Here are some sobering figures from John Burns Real Estate Consulting on how the meteoric rise in student loan debt is having a very appreciable effect on the housing market.
- Student debt has ballooned from $241 billion to $1.1 trillion in just 11 years.
- 29 million of the 86 million people aged 20–39 have some student debt.
- Those 29 million individuals translate to 16.8 million households.
- Of the 16.8 million households, 5.9 million (or 35%) pay more than $250 per month in student loans, which inhibits at least $44,000 per year in mortgage capability for each of them.
- About 8% of the 20–39 age cohort usually buys a home each year, which would be 1.35 million transactions per year.
John Burns Real Estate Consulting estimates that student debt will cost the housing industry approximately $83 billion in sales in 2014. What is particularly troubling is that households that pay $750 or more for college loan debt each month are priced out of the housing market entirely. This is consistent with what is seen in mortgage application approvals. Anthony Hsieh, the chief executive of LoanDepot.com has stated: “Between the approved universe and the denied universe, the [borrower’s] credit is the same. The fundamental difference is a few hundred dollars in student loan debt that pushed the debt-to-income above the approved threshold.”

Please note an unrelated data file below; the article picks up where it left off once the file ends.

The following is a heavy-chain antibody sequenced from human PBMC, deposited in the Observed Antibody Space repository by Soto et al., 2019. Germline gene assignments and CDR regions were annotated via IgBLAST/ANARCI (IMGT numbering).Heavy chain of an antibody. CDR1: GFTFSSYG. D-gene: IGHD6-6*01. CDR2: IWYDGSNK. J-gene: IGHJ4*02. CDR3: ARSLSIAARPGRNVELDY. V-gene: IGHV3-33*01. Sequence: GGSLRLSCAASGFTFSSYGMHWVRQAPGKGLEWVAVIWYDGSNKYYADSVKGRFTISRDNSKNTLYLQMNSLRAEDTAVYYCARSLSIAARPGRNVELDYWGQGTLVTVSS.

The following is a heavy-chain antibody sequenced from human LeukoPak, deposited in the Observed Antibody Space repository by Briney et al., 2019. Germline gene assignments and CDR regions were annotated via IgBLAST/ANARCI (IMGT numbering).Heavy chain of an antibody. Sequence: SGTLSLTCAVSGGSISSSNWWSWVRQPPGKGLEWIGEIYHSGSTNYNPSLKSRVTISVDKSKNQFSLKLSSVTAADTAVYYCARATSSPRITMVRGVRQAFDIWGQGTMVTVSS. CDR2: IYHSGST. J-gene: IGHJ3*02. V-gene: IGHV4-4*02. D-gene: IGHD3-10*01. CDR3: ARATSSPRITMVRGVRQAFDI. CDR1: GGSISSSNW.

This trend does not seem likely to abate either. With college debt increasing by about 6% every year, there is every reason to believe this trend will continue, and probably worsen, John Burns Real Estate Consulting reports. For this year alone, the John Burns Real Estate Consulting report estimates that heavy college debt will reduce real estate sales by 8% for this year.
Increasingly, the chances of younger generations living better than their parents (at least materially speaking) is no longer very promising.